Glory for Davenport, goodbye for Graf

Yank's 6-4, 7-5 win marks end of an era


WIMBLEDON, England -- Before she could win Wimbledon, Lindsay Davenport had to make peace with the place.

She needed to cope with scuffed grass, rotten weather and imposing history. She had to learn to hold her nerve when the whole tennis world was watching.

And then, she had to send a legend packing.

Davenport defeated Steffi Graf, 6-4, 7-5, to win her first Wimbledon title yesterday.

She played with power and speed, taking hold of a match and a sport, cramming a lifetime's tennis education into one gray afternoon, until she finally blasted one last serve that Graf blocked back into the net. And all Davenport could do was turn her back to the court and cry, as the match and title belonged to her.

"I was in such shock," Davenport said. "I was like, `Oh, my God, I can't believe I did it.' "

Yet it was a bittersweet moment, for as Davenport was celebrating her achievement, Germany's Graf was leaving the grass-court stage for the final time, announcing that this was her last Wimbledon match.

At 30, with seven Wimbledon titles and 22 Grand Slam championships, the often-injured Graf has little left to accomplish.

"Right now, I'm a little sad about everything, which is normal for the moment," Graf said. "In a way, I feel like a winner getting out of this tournament."

Although she declined to comment on playing later this summer in the U.S. Open, it's apparent that Graf is on the last lap of her career. Last month, she won the French Open and bid farewell to Roland Garros.

And she was aiming to do the same at Wimbledon. Not wanting to take away from Davenport's moment of triumph, though, Graf left Centre Court without giving a last wave, as the cheers rained down on a new champion.

Davenport, 23, from Newport Beach, Calif., became the first American woman to win Wimbledon since Martina Navratilova in 1990.

She didn't lose a set and beat two champions, Jana Novotna in the quarterfinals and Graf in the final, to claim her title.

She also climbed back to No. 1 in women's tennis.

And perhaps more importantly, the reigning U.S. Open champion showed she's not a one-slam wonder.

"I've won the two biggest tournaments there are in the world," Davenport said. "Few players can say it. And it's an amazing resume."

She defied the experts and oddsmakers. And she also proved to herself that she can play on grass. During the past few years, Davenport shed pounds and worked on conditioning. She learned how to cope with the skids and footing on grass.

"If you feel like you're hitting the ball well and early, then anything can happen," Davenport said.

Against Graf, she unleashed a backhand winner to get up a service break in the opening game, and never let go of the match. She rallied from the baseline, hitting thudding forehands that prevented Graf from attacking.

Davenport efficiently served out the first set. Then, she showed uncommon maturity in the second set. With Davenport serving at 30-15, 4-5, rain swept through the All England Club, forcing the players off the court for 30 minutes.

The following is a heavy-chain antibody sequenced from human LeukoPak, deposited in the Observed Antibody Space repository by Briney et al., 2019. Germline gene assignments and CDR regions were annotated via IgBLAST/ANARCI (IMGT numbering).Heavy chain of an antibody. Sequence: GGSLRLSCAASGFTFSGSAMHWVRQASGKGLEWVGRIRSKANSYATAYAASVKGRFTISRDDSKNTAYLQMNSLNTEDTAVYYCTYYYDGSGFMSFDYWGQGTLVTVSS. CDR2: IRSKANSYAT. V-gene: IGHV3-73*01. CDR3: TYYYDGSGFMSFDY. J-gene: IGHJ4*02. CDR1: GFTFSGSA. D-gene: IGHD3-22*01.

When they returned, Davenport ran the table.

She held serve, broke Graf by driving a forehand winner and then served out for the title.

"I'm telling you, it was the most unbelievable thing that I was not nervous," Davenport said. "It was so bizarre."

And so utterly unexpected. Yet she was on a roll, later teaming with Corina Morariu to win the doubles title. Her Wimbledon was nearly perfect, except for one thing: She hadn't packed a party dress for the post-tournament dinner.

Graf, too, had failed to deal with one last detail. She wanted to end her last Wimbledon with a win, but had to settle for a difficult defeat.

"Right now, it's disappointing because I didn't play up to that level that I can," Graf said. "Unfortunately, my backhand didn't work very well. My forehand, I guess, played OK."

Yet she still gave this place memories to treasure. There was the first title over Martina Navratilova in 1988, the rout of Monica Seles in 1992 and her tense duels with Aranxta Sanchez-Vicario in 1995 and 1996, her last championship year.

There was also everything she had to overcome -- back, knee and foot injuries and tax problems that hounded her father, Peter.

"I never thought I fought a war," she said. "There have been difficult times. They've been well-documented. And there are unbelievable times. It has been a lot of fun. But I guess, yes, there's going to be a certain time when I've got to move on with something else in my life."

So, Wimbledon served up a nearly perfect final, after all.

One champion was crowned. And another made a graceful exit.

NOTE: In addition to the doubles title won by Davenport and Morariu over Mariaan de Swardt and Elena Tatarkova, 6-4, 6-4, Mahesh Bhupathi and Leander Paes took the men's doubles title, defeating Paul Haarhuis and Jared Palmer, 6-7 (10-12), 6-3, 6-4, 7-6 (7-4). Paes teamed with Lisa Raymond for the mixed doubles title, defeating Mark Knowles and Elena Likhovtseva, 6-2, 6-4.

Graf's slams

Steffi Graf says she's played her last Wimbledon and won't commit to the U.S. Open. Even if she never wins another Grand Slam singles title, she ranks among the all-time best.

Player A F W U T

Margaret Court 11 5 3 5 24

Steffi Graf 4 6 7 5 22

Helen Moody 0 4 8 7 19

Martina Navratilova 3 2 9 4 18

Chris Evert 2 7 3 6 18

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